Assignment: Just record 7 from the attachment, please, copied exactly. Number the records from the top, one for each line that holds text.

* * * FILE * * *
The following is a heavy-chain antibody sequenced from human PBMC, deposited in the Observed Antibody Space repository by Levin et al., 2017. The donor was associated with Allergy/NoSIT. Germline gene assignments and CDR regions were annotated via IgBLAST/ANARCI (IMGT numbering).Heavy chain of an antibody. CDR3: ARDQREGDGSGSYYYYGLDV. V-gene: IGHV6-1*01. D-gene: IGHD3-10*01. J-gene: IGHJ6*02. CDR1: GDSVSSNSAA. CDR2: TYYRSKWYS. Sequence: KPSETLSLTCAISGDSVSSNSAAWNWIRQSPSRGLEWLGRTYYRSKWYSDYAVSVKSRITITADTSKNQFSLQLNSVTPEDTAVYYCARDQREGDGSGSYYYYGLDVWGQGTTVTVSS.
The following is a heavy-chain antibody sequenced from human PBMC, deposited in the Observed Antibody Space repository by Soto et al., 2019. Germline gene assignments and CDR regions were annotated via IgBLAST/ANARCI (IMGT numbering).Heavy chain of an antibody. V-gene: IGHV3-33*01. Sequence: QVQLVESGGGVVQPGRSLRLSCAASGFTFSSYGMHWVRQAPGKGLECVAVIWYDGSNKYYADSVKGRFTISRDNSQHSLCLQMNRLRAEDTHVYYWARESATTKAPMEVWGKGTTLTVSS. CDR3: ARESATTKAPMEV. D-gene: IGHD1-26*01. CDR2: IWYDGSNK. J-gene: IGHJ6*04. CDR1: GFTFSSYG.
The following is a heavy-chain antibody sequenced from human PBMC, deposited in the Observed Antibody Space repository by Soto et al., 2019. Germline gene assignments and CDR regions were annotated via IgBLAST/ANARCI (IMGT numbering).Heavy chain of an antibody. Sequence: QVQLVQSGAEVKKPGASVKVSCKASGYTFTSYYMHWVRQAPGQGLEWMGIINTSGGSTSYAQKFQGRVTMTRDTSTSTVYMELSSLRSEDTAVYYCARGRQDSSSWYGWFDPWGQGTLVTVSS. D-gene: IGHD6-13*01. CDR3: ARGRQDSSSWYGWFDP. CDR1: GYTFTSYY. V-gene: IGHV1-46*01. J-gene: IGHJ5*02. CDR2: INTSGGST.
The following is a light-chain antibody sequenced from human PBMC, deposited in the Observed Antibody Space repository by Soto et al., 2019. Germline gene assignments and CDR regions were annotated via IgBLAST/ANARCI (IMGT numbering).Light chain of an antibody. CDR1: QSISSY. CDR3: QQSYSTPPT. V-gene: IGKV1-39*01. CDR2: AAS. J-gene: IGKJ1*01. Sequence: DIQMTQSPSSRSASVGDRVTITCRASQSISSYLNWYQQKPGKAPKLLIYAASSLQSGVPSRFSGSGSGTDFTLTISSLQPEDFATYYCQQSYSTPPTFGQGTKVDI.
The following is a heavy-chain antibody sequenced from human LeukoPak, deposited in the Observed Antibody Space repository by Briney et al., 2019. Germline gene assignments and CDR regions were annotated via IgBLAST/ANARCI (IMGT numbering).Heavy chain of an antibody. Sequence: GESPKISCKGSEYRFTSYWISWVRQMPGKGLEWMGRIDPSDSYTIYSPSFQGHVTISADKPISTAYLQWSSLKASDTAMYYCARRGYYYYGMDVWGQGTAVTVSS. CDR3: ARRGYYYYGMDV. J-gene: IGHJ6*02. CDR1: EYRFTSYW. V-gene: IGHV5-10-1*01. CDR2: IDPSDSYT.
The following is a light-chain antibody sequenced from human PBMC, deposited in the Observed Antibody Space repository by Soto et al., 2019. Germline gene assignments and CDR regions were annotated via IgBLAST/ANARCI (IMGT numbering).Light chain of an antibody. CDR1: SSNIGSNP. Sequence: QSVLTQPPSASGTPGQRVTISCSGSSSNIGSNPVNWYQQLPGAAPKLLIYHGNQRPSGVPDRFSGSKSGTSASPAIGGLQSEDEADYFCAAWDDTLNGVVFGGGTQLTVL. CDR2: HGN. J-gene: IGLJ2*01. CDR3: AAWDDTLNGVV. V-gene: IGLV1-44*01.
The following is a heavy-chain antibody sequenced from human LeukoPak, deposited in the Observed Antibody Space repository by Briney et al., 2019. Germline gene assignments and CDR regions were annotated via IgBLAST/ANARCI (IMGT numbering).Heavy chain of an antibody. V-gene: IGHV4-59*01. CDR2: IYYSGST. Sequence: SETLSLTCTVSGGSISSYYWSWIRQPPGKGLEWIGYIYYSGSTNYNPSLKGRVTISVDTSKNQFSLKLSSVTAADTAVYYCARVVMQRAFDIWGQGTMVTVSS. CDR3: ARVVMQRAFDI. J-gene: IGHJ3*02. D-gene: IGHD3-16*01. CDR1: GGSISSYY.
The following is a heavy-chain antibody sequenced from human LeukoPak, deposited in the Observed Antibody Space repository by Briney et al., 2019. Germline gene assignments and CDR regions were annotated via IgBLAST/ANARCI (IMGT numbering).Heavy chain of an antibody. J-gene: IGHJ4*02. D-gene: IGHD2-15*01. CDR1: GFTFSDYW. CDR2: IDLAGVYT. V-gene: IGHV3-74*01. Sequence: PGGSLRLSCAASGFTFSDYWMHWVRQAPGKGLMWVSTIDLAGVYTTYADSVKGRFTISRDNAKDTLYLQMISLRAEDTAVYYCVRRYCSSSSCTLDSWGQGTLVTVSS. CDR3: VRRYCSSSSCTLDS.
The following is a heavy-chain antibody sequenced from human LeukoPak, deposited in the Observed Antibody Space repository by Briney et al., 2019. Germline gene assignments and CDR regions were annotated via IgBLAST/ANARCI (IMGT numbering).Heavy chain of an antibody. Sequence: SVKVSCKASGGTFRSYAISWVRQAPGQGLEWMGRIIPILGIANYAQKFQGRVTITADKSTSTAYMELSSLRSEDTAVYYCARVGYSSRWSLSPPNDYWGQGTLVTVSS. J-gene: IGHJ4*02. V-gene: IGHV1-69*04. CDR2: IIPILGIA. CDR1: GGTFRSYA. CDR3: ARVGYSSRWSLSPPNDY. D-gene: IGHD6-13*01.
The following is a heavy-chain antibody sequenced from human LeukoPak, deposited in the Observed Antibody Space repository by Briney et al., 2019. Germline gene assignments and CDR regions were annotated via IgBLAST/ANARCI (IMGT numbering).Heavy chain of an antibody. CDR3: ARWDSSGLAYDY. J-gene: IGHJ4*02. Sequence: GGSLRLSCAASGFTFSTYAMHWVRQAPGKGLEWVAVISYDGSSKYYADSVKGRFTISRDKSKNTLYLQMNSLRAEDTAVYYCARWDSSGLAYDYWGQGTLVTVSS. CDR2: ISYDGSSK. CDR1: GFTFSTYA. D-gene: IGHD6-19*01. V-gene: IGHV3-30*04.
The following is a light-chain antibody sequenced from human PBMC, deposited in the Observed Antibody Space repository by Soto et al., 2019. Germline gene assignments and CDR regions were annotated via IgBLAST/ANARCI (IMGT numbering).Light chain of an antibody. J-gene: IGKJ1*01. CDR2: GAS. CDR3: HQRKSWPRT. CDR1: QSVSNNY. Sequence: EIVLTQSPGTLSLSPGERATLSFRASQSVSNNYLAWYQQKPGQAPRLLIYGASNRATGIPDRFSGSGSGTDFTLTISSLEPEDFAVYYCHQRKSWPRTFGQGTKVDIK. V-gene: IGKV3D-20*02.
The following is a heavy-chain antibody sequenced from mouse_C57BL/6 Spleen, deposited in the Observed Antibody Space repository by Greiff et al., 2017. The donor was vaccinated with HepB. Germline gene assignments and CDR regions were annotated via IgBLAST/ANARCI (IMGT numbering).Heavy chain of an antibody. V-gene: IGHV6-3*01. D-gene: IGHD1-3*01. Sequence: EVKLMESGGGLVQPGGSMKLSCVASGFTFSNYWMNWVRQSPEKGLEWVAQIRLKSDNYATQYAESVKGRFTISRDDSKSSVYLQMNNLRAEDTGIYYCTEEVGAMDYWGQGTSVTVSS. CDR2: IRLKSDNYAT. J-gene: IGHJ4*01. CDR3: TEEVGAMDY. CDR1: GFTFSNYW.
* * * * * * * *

The following is a heavy-chain antibody sequenced from human LeukoPak, deposited in the Observed Antibody Space repository by Briney et al., 2019. Germline gene assignments and CDR regions were annotated via IgBLAST/ANARCI (IMGT numbering).Heavy chain of an antibody. V-gene: IGHV4-59*01. CDR2: IYYSGST. Sequence: SETLSLTCTVSGGSISSYYWSWIRQPPGKGLEWIGYIYYSGSTNYNPSLKGRVTISVDTSKNQFSLKLSSVTAADTAVYYCARVVMQRAFDIWGQGTMVTVSS. CDR3: ARVVMQRAFDI. J-gene: IGHJ3*02. D-gene: IGHD3-16*01. CDR1: GGSISSYY.